New tool assesses trans young people’s interest in having kids post-transition
A new tool seeks to map the interest of trans young people in the long-term impact of their transition on long-term fertility.
A questionnaire launched by the Children’s National Health System asks for input from trans young people and their families.
The Transgender Youth Fertility Attitudes Questionnaire and a pilot study accompanying the tool asked for input from trans people on putting together questions to gather data.
The tool aims to provide medical professionals to better support trans young people.
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It also has the aim of helping trans young people to understand the way transition can affect fertility long-term.
“When we are talking about treatments that may be lifesaving to a transgender person, we also discuss the ways it could change their life,” says Dr John Strang, a neuropsychologist at Children’s National Health System, the lead author of the study.
“Gender-related medical approaches may impact fertility for a lifetime–and while it may not matter to someone now, it might in the future. This new tool will help us understand how our youth feel about these issues and questions, so we know when it is appropriate to discuss choices.”
It aims to find out the young person’s knowledge about fertility risks, their thoughts and feelings about having biological children and the knowledge of fertility preservation services.
Although it builds on existing approaches, the questionnaire is a first-of-its-kind approach with questions tailored to trans young people.
It also considers sub-populations within the youth trans community such as autistic people.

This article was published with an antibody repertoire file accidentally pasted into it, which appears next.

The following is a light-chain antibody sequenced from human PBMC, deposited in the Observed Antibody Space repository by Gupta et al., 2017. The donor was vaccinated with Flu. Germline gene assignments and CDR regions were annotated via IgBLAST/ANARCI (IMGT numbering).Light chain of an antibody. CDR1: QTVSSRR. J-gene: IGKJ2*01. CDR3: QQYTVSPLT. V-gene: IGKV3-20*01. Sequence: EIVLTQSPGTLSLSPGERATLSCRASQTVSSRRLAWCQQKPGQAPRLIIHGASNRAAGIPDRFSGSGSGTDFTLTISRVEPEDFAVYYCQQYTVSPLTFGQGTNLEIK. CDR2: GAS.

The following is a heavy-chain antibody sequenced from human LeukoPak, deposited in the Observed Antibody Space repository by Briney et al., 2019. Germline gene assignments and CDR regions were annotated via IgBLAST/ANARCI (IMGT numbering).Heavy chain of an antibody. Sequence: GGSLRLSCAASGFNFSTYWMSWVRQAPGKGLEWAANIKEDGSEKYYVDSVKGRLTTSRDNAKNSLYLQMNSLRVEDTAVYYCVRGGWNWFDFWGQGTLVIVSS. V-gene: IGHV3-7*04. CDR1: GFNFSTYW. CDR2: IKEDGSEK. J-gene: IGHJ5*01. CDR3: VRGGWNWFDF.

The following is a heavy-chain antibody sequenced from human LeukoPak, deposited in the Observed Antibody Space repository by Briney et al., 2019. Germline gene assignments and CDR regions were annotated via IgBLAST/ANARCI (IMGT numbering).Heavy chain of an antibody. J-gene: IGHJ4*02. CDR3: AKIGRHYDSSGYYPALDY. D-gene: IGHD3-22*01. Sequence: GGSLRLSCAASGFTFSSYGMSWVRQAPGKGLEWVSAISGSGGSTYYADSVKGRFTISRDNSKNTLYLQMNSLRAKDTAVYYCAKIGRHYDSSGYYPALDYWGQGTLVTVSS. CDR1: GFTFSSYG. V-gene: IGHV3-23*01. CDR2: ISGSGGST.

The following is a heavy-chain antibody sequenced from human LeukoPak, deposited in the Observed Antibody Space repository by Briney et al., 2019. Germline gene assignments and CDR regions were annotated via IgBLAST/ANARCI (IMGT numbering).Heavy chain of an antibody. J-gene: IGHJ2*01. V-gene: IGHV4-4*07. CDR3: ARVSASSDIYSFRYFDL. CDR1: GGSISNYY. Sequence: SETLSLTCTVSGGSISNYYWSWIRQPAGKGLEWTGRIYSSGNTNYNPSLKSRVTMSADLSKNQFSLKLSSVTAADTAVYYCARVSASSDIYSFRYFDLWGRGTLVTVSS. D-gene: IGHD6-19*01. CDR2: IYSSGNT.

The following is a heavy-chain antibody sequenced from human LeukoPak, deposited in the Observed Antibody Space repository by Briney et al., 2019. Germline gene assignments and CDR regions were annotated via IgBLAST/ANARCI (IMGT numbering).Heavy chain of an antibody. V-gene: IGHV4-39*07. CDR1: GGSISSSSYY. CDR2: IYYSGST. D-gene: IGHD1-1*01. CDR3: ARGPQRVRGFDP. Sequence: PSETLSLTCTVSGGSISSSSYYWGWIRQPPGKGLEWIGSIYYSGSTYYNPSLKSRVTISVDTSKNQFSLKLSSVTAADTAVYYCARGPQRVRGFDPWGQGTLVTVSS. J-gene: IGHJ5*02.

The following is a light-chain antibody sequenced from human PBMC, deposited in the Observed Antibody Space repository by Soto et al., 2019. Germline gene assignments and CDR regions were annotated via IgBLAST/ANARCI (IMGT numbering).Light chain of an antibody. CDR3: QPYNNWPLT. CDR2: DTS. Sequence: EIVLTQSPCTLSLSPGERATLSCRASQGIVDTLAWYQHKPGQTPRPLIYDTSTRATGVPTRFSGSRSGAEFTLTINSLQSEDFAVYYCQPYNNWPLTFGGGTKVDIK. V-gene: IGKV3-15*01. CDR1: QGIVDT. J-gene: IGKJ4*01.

“Engaging these kids and their families in developing these measures from the outset by asking for their input on language preferences and sensitive topics, helped us to maximize its relevance for the community. We hope that the final questionnaire, and the process that designed it, will serve as a model for questionnaire development for transgender youth,” adds Dr Strang.
The free tool aims to be a single tool to assess fertility attitudes for trans young people seeking gender treatments.
The pilot study found that a majority of trans young people did express a wish to have children one day.
But out of those, 24 percent said it was important that their future children would be biologically theirs.
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“Though we know that in general not many youth undergoing medical gender treatments take advantage of fertility preservation at present, this tool helps us to ask important questions that ensure we are able to offer these services to the people who would benefit from knowing their biological options remain viable in the future,” says Veronica Gomez-Lobo, the study’s senior author.
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Meanwhile in the UK, tabloid newspapers recently launched a scathing attack on efforts to help trans young people to freeze their sperm or eggs before starting hormone treatment.
The Daily Mirror published an article misgendering transgender teenagers, and criticising the NHS for allowing people to freeze their sperm or eggs so they can have kids later in life.
Titled “Transgender children ‘as young as 12 having sperm saved so they can still have children after sex change’”, the article scrutinised and criticised the NHS for funding the freezing of sperm or egg or fertility treatment.